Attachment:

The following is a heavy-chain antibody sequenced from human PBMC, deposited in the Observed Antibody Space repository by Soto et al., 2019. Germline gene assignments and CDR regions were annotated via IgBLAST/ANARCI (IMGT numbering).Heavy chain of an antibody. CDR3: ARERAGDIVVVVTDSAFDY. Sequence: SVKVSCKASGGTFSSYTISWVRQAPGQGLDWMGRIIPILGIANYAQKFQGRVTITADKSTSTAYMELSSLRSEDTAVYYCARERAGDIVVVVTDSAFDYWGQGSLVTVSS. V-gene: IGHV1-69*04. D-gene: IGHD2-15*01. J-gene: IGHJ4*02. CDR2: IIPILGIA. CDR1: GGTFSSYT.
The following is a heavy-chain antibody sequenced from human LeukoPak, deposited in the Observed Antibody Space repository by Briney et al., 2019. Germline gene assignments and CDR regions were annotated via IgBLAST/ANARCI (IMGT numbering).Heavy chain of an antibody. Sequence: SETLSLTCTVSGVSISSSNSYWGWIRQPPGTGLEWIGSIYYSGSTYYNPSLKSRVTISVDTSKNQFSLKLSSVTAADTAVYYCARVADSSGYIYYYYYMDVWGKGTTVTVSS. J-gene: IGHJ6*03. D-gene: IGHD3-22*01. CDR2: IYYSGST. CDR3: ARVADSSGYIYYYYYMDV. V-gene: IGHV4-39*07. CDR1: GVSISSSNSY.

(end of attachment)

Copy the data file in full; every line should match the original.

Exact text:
The following is a heavy-chain antibody sequenced from human PBMC, deposited in the Observed Antibody Space repository by Soto et al., 2019. Germline gene assignments and CDR regions were annotated via IgBLAST/ANARCI (IMGT numbering).Heavy chain of an antibody. CDR3: ARERAGDIVVVVTDSAFDY. Sequence: SVKVSCKASGGTFSSYTISWVRQAPGQGLDWMGRIIPILGIANYAQKFQGRVTITADKSTSTAYMELSSLRSEDTAVYYCARERAGDIVVVVTDSAFDYWGQGSLVTVSS. V-gene: IGHV1-69*04. D-gene: IGHD2-15*01. J-gene: IGHJ4*02. CDR2: IIPILGIA. CDR1: GGTFSSYT.
The following is a heavy-chain antibody sequenced from human LeukoPak, deposited in the Observed Antibody Space repository by Briney et al., 2019. Germline gene assignments and CDR regions were annotated via IgBLAST/ANARCI (IMGT numbering).Heavy chain of an antibody. Sequence: SETLSLTCTVSGVSISSSNSYWGWIRQPPGTGLEWIGSIYYSGSTYYNPSLKSRVTISVDTSKNQFSLKLSSVTAADTAVYYCARVADSSGYIYYYYYMDVWGKGTTVTVSS. J-gene: IGHJ6*03. D-gene: IGHD3-22*01. CDR2: IYYSGST. CDR3: ARVADSSGYIYYYYYMDV. V-gene: IGHV4-39*07. CDR1: GVSISSSNSY.